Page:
The Stickfly

by Jonathan

This fly has been popular with reservoir and stillwater trout fisherman since the seventies. It is an imitation of the caddis grub in its shell. The caddis grub eventually matures to be a sedge which is also popular with the trout. This fly can be tied on all sizes down from long shank 10s. Smaller sizes can be good on rivers.

Back in the mists of time when I was a young lad we used to turn over the bigger stones on the local stream and collect the caddis grubs in their shells and use them for bait, but that is another story.

This is a relatively easy fly to tie. You will have used all the steps at some time on the previous lessons. The peacock herl is fragile and does need the ribbing. You can give the body 2 coats of varnish and it will make it more durable. The hackle can be any shade of brown or orange. I have used brown partridge hackle to good effect, particularly on the rivers.


  • Hook – Long shank 10/12/14.
  • Thread – Black or Brown. If you tie some flies unweighted use a different colour thread to the weighted.
  • Rib – Wire copper, or black.
  • Tag – Fluorescent antron or wool. yellow, green / lime.
  • Body – 3-5 strands of peacock herl depending on the size of hook.
  • Hackle – Henny cock. brown, ginger, orange or brown partridge.
  • Underbody fine lead wire. If not available copper wire.

Regards Dave C and The Team  

{ 16 comments… read them below or add one }

Wayne Coady February 14, 2010 at 6:13 am

Hi Dave: Just found your site and I am a new fly fisher and now very interested in fly tying, thanks to your wonderful instructions. Here in Nova Scotia Canada we have many lakes and rivers…very healthy fishing areas.

I look forward to trying out my new fly tying kit and hopefully learning to be a good fly fisher.

Great job Dave.

Wayne Coady Nova Scotia Canada

murray mcavey January 12, 2010 at 7:18 am

What a fantastic lure, used my first one yesterday on my fly rod, third cast whamo! a thirty minute battle and my biggest brown trout ever; a 6.9kg monster. Thank you very much.

vic perry September 19, 2009 at 4:47 pm

hi dave & teem thanks for a simple fly to tie all the verry best vic

Stuart Poll March 12, 2009 at 3:09 pm

Hello David, Thanks for the advice on joining a fishing club in Derbyshire,i had already joined Matlock angling club for 2009 but i would love the chance to spread my wings a little so next year i will join Derbyshire county club. The reason i am contacting you today is that i would like to start tying some flies using wing slips like the Iron Blue and The original Greenwells pattern. With this in mind i was wondering if you could do a vid on the preperation and tying of wing slips such as teal and mallard. i have to say a final word of thanks as i caught my first ever fish on a self tied fly today, an immaculate and beatuiful little brownie from the Derwent using your Stickfly pattern. As i mentioned before i have only been fly fishing and tying for about 5 weeks so today’s small victory was more down to luck than judgement, it still felt like a great achievement though and lets face it…if your not good it doesn’t hurt to be lucky. Tight lines and thanks again. Stuart.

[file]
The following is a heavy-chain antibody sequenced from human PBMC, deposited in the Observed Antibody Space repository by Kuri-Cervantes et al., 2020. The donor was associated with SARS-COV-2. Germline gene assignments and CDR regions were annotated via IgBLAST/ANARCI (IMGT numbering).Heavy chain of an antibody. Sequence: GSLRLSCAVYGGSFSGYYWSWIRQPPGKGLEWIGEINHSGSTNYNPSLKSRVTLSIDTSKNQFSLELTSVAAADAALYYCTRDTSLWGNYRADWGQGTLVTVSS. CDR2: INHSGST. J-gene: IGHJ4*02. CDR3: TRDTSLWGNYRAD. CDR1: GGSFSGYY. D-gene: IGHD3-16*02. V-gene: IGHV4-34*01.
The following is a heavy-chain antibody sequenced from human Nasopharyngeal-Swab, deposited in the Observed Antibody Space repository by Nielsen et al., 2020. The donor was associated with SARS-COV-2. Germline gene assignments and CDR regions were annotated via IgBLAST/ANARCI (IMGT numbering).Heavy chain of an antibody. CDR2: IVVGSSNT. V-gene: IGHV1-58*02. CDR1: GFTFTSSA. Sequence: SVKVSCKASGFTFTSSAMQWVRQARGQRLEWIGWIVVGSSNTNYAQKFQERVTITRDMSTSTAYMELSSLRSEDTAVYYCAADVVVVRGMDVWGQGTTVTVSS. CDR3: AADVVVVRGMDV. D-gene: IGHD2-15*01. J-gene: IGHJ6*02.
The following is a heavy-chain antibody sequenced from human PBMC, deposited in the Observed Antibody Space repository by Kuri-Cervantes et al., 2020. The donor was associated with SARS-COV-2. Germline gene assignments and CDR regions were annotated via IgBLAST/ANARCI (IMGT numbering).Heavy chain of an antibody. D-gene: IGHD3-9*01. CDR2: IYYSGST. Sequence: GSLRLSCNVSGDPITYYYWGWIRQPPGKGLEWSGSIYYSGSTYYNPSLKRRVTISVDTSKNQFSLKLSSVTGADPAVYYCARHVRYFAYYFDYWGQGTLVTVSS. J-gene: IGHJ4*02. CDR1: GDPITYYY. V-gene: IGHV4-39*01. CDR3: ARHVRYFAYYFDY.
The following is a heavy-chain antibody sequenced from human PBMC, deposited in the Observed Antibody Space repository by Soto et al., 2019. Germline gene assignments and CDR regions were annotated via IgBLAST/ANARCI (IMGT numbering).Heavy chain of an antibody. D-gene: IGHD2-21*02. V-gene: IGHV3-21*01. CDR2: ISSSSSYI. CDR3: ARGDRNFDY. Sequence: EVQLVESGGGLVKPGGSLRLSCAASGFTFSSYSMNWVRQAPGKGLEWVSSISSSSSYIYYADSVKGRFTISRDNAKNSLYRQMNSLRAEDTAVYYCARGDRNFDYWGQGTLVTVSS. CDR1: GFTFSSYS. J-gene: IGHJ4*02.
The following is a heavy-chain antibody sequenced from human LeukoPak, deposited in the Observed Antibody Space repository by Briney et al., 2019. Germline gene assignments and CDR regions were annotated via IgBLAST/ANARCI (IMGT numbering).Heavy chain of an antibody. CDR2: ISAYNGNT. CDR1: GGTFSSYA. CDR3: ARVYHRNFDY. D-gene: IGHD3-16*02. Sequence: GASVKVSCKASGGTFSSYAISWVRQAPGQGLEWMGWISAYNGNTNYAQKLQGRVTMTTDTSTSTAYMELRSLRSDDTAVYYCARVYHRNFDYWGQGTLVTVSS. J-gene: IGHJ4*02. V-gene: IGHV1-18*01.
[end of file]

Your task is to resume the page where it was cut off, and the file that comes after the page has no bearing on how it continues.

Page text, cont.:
topflyman January 19, 2009 at 2:52 pm

Hi Dale
Thanks for your kind comments.
There is nothing more satisfying than catching a fish on a fly you tied yourself.
The Woolley Bugger gave me 2 notable days in New Zealand last year……about 40 rainbows to 31/2 lb on a river I doubt I would ever find again.
Most of my fly fishing is on stillwaters and can be unpredicable but my first love is fishing buzzers and nymphs. We do bait fish for the grayling in the winter, on the Derwent about an hours drive away, and sport can either be fast and furious or totally dead(not very often)
There will be more vids as we can find the time to get together this year.
Remember a bad days fishing is better than agood day at work.
Happy Fishing
DaveC.and the Team

Dale Ruth January 18, 2009 at 5:28 pm

Hello Dave,

Received an unexpected but welcomed ” Flytying Kit ” for beginners; however, I was somewhat reluctant to try my hand at fashioning even a simple pattern taking into account that I had never tied a fly before ( main concern ) and as a result the Kit sat for months shamefully collecting dust. That convenient and unfortunate procrastination quickly came to an end when I happened to stumble across your wonderful website.